In an era of information overload, understanding individuals’ news consumption and avoidance necessitates an examination of the specific contexts in which these practices occur. While research in journalism studies has mainly underscored consumption habits at the individual level, limited scholarly attention has been given to news avoidance within the structure of dyadic spousal relationships. This study shifts the focus from individual choices to the couple as a unit of analysis, exploring how each partner’s choice of media platform, content, and routines may be shaped by the context of being in a spousal relationship. Drawing on 82 interviews with Israelis, including 14 interviews with both partners of seven heterosexual couples, this study reveals three patterns of news avoidance within the context of a couple’s relationship: avoiding shared news consumption, gender-based news avoidance practices, and a division of media-related responsibilities. This study contributes to a more nuanced understanding of the contextual factors shaping news avoidance by elucidating how media use and non-use unfold within social relationships. It also demonstrates how news avoidance can be perceived as a liberating choice, enabled by partners’ negotiation of preferences, platforms, and routines.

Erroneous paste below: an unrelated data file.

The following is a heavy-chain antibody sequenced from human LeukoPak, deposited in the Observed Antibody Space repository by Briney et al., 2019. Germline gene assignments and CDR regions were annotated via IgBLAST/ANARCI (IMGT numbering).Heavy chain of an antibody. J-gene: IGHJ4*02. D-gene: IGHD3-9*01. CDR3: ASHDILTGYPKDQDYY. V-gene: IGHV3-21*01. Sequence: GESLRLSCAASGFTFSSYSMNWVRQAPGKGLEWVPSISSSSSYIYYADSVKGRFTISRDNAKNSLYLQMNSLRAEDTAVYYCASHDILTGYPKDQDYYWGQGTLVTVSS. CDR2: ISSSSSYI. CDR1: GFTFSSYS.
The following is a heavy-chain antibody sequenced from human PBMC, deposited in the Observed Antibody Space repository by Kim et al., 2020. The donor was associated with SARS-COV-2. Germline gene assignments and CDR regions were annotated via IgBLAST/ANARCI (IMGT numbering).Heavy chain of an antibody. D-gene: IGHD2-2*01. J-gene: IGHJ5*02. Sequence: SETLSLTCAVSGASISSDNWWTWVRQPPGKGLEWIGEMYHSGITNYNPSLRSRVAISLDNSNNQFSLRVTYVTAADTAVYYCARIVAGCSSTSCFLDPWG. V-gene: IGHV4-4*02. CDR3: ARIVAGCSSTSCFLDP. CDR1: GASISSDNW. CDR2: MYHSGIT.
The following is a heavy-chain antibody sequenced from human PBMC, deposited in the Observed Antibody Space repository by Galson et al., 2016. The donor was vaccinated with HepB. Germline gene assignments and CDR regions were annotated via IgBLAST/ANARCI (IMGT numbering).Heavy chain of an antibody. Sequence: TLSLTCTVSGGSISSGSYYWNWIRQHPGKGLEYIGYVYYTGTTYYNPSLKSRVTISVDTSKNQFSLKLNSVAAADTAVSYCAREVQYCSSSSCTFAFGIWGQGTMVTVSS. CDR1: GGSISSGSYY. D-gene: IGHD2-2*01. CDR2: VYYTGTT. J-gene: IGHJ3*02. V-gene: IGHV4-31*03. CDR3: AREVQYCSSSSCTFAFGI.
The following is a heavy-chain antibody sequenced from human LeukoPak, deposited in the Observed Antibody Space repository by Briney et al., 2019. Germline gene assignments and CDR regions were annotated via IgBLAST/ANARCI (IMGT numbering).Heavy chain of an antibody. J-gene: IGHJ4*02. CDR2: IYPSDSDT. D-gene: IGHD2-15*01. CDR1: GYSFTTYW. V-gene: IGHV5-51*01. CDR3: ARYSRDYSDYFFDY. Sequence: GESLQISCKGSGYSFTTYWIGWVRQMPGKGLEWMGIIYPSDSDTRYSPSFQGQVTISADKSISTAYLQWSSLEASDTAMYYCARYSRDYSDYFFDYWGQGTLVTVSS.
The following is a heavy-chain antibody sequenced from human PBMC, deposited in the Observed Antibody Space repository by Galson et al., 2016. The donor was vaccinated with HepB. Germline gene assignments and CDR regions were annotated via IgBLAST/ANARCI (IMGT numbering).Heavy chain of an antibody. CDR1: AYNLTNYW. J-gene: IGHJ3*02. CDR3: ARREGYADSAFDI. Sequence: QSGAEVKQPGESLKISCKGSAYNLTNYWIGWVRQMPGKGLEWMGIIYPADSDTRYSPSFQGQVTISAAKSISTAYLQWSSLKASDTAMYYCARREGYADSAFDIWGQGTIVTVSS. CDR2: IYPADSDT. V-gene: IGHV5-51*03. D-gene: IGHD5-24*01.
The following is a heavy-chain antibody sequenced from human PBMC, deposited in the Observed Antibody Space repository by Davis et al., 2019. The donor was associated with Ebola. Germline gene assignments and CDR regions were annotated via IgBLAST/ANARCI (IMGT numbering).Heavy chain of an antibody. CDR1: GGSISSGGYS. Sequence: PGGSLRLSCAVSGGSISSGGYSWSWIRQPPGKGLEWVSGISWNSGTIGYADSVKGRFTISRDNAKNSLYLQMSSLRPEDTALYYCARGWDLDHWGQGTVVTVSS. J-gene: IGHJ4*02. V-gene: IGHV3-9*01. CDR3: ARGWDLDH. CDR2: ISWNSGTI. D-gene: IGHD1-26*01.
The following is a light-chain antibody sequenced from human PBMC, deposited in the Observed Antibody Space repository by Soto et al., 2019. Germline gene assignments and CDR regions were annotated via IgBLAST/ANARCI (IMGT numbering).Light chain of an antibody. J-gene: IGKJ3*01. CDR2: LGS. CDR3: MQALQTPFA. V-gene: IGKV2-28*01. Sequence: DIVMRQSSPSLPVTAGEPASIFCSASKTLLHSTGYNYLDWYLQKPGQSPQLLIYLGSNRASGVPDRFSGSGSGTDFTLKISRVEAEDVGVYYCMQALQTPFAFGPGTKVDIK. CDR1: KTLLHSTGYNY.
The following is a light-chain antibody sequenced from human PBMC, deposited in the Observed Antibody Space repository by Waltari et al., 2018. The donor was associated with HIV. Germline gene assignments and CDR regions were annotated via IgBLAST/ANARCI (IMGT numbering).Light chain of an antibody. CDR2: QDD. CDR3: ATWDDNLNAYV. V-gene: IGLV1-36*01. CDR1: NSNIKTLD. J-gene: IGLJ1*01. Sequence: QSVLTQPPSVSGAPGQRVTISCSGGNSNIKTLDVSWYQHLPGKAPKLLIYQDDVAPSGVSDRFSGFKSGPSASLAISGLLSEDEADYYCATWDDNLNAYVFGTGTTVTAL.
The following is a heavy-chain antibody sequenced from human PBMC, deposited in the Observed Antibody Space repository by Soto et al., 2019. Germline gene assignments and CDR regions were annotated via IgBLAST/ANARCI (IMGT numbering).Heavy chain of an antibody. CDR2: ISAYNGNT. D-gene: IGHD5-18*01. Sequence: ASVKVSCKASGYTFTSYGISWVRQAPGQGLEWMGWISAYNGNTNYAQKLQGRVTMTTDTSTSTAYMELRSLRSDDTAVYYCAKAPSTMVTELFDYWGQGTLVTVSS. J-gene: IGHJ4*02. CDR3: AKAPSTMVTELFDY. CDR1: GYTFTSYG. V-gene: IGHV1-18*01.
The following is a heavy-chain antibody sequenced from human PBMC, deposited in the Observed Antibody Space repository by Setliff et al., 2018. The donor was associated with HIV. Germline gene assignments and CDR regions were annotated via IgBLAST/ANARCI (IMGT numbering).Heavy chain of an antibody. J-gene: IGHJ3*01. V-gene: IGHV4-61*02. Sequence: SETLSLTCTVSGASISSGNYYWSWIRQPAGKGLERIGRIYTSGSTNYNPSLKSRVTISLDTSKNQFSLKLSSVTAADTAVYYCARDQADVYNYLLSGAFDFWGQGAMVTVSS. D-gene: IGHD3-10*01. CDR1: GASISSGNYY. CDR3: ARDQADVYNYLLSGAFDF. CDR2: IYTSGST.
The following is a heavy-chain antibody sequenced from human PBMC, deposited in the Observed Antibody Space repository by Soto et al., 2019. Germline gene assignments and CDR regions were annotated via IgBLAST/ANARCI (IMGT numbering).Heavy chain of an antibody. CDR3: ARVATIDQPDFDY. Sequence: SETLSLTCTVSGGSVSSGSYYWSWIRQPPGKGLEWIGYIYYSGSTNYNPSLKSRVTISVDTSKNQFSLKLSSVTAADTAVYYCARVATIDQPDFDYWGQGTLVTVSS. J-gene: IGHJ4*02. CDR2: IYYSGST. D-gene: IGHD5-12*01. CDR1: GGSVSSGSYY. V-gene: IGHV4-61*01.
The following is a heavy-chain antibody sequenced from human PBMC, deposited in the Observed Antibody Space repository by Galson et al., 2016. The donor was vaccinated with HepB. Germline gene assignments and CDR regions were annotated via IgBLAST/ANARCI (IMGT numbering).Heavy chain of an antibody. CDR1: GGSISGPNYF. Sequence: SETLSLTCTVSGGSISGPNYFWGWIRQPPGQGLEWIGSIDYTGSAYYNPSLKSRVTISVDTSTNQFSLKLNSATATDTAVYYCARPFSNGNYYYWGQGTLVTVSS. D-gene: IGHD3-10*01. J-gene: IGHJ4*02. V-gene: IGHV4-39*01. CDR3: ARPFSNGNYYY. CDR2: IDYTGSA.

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- in-depth interviews
- news avoidance
- news consumption